Sacramento quintet Cake doesn’t exactly follow pop convention. The band’s members dress as if they live in the woods, they use a trumpet instead of keyboards and they inflect their quirky, country-flavored groove-rock with a healthy dose of Frank Zappa-inspired cynical commentary and wry criticism.
Yet the band has parlayed that unorthodox combination into a winning and entertaining hand, with surprising sales of more than 500,000 copies of their latest album to boot.
Playing before a three-quarters-full Palace, Cake sang of disloyal friends, extinct animals, the bewildering power of love, and the apple of singer-lyricist John McCrea’s eye, the American automobile. On such tunes as “Stickshifts and Safetybelts,” “Race Car Ya-Yas” and alt-rock radio hit “The Distance” — all from the band’s 1996 Capricorn album “Fashion Nugget” — the car is seen as both a provider and a destroyer of dreams.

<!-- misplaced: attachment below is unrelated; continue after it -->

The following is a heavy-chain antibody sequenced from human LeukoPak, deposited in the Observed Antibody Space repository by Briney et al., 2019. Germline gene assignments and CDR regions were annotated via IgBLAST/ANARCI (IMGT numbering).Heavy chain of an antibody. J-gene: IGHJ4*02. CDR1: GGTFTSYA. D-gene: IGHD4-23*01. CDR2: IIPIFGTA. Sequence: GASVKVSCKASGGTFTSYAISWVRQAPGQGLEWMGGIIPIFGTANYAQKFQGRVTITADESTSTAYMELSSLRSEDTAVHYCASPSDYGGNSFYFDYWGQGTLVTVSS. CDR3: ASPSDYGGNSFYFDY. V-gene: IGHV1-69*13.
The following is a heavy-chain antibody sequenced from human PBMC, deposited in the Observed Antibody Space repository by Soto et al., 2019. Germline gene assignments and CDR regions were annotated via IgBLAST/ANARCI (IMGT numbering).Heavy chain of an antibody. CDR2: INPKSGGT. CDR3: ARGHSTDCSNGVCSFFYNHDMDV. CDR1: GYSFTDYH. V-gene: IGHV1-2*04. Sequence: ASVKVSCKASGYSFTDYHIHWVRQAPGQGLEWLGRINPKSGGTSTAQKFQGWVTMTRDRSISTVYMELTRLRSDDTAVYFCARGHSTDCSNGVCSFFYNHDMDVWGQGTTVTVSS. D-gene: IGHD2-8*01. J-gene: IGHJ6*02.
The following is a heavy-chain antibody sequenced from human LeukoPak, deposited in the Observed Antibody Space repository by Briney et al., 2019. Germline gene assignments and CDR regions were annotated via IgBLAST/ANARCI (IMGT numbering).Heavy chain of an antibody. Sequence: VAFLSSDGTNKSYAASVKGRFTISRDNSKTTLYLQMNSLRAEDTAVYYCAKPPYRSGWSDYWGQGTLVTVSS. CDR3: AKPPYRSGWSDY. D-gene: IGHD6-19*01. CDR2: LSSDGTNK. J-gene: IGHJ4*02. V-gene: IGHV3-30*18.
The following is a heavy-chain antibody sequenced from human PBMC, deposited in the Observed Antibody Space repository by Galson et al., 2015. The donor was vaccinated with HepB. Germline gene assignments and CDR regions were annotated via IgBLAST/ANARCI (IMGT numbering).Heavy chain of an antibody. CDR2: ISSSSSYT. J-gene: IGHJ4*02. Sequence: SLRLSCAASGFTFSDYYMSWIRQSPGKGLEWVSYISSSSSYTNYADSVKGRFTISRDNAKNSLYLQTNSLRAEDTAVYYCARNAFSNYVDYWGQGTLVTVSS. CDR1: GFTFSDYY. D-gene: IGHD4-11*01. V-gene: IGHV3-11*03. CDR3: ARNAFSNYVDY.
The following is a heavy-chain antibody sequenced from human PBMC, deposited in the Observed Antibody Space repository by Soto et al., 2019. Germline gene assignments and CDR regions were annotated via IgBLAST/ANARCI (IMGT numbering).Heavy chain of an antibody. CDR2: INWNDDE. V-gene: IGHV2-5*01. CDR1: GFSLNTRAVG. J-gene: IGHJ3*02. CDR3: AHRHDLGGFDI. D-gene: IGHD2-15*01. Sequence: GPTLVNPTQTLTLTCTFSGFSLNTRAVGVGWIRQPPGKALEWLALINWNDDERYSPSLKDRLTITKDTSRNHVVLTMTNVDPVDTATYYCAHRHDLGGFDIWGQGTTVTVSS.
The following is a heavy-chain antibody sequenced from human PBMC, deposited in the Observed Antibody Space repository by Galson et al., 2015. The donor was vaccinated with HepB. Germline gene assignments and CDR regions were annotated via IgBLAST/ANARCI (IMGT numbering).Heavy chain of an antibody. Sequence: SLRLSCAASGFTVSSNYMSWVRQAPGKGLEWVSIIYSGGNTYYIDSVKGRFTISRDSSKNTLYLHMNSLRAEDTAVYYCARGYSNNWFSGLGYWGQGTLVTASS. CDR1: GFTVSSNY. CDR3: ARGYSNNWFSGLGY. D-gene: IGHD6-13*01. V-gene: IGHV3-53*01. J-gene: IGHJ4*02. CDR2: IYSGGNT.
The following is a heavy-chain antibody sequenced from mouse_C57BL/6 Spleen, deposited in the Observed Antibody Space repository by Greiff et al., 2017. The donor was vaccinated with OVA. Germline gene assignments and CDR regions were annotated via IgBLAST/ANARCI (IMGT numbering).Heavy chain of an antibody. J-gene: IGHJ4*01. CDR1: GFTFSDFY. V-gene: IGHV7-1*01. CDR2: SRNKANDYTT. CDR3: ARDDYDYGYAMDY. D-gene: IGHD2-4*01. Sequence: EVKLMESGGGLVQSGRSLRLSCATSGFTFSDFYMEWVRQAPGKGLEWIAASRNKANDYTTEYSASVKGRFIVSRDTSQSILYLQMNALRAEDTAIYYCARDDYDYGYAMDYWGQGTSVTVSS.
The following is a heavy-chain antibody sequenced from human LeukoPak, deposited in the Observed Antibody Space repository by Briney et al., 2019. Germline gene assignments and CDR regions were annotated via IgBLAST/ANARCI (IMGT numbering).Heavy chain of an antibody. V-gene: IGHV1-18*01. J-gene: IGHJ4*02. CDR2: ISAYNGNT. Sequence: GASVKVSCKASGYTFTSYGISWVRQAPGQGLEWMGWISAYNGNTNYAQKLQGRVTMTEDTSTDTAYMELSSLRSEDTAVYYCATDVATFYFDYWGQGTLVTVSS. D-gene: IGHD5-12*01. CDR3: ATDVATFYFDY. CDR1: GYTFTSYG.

Festooned in his usual fishing hat and goatee, McCrea led the spirited college-age audience through a 90-minute show — part of a brief West Coast tour — that was more low-key than recent area Cake shows, perhaps due to the humid air inside the spacious venue.
Looking like the Lawrence Welk of rock, McCrea orchestrated his bandmates during longtime crowd fave “Mr. Mastodon Farm” with exaggerated arm gestures and head nods that had the kids laughing, even as they were swaying to the tune’s easy-going vibe.
The evening’s biggest cheers, though, were reserved for the band’s cocky update of Gloria Gaynor’s disco hit, “I Will Survive,” which was accentuated by the giant Palace mirrored ball. Second-billed San Francisco pop band the Mommyheads played songs from their recently released self-titled fifth album (DGC/Geffen, co-produced by Don Was), paying Americanized homage to Paul McCartney, whom vocalist Adam Cohen resembles, both as a singer and a songwriter. Silver Lake band Abe Lincoln Story opened the show.